A Russian Went Inside A Chinese Click-Farm: This Is What He Found

On the day when Snapchat erased billions of market cap from investors (and founders) accounts – as the MAUs-means-money model seems to break – we thought it worthwhile taking another glimpse into the hush-hush world of ‘click-farms’ and the fakeness of the latest social network fads.

In 2014, we first exposed the world to the ‘click-farm’ where nothing is what it seems, and where social networking participants spend millions of dollars to appear more important, followed, prestigious, cool, or generally “liked” than they really are. As we detailed at the time, social networking has been the “it” thing for a while: for the networks it makes perfect sense because they are merely the aggregators and distributors of terrabytes of free, third party created content affording them multi-billion dollar valuations without generating a cent in profits (just think of the upside potential in having 10 times the world’s population on any given publicly-traded network), while for users it provides the opportunity to be seen, to be evaluated or “liked” on one’s objective, impartial merits and to maybe go “viral”, potentially making money in the process. Of course, the biggest draws of social networks also quickly became their biggest weaknesses, and it didn’t take long to game the weakest link: that apparent popularity based on the size of one’s following or the number of likes, which usually translates into power and/or money, is artificial and can be purchased for a price….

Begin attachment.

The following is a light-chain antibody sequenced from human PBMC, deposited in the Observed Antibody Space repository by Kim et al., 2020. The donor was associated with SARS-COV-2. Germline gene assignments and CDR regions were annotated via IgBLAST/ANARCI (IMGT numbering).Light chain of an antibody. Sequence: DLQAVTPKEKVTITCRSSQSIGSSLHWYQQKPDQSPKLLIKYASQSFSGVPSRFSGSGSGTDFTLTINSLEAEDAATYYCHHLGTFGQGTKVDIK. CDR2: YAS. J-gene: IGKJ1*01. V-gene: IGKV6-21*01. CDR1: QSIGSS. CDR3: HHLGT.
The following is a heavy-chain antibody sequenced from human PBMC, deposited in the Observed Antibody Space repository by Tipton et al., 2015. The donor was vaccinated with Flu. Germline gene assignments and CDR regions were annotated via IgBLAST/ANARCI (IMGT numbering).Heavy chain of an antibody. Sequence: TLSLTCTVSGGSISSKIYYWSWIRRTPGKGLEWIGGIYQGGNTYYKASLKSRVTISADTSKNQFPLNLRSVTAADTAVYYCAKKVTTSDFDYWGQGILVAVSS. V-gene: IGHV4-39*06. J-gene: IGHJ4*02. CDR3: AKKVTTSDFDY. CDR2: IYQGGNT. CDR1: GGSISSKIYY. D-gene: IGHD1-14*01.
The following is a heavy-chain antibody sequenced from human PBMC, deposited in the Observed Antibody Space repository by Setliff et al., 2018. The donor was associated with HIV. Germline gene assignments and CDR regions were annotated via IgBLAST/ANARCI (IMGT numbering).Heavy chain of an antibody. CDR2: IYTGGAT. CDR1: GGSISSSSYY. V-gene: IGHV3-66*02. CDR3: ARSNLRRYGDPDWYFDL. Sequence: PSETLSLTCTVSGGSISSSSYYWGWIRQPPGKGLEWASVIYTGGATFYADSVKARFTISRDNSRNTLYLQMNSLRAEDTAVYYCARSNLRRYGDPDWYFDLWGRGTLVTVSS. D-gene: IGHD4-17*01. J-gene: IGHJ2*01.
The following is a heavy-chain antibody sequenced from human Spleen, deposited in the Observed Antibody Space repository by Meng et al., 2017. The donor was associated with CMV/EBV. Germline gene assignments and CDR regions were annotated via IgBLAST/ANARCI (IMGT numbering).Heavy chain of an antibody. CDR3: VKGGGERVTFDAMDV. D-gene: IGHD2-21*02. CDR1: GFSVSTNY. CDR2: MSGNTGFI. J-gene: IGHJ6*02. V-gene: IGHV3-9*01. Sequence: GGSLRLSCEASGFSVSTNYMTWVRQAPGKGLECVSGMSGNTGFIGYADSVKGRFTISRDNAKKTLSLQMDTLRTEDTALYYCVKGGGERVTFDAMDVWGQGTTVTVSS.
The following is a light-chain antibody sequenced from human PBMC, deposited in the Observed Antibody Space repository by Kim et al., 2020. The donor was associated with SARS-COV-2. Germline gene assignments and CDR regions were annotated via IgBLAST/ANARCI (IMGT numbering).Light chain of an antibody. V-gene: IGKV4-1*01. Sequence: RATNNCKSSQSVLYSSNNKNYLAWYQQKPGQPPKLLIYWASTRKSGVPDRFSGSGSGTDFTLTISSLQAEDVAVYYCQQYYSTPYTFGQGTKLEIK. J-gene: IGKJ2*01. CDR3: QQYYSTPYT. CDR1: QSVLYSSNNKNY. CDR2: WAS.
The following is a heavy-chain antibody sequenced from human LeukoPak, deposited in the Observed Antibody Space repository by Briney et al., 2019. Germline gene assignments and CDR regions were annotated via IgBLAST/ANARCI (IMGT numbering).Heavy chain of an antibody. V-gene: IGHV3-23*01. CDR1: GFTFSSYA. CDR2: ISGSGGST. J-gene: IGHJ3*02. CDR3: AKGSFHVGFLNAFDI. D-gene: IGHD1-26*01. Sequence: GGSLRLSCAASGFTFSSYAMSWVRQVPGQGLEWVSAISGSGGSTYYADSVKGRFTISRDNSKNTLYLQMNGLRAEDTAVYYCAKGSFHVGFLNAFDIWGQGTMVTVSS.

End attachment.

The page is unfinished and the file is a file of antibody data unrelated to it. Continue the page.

Source: A Russian Went Inside A Chinese Click-Farm: This Is What He Found | Zero Hedge

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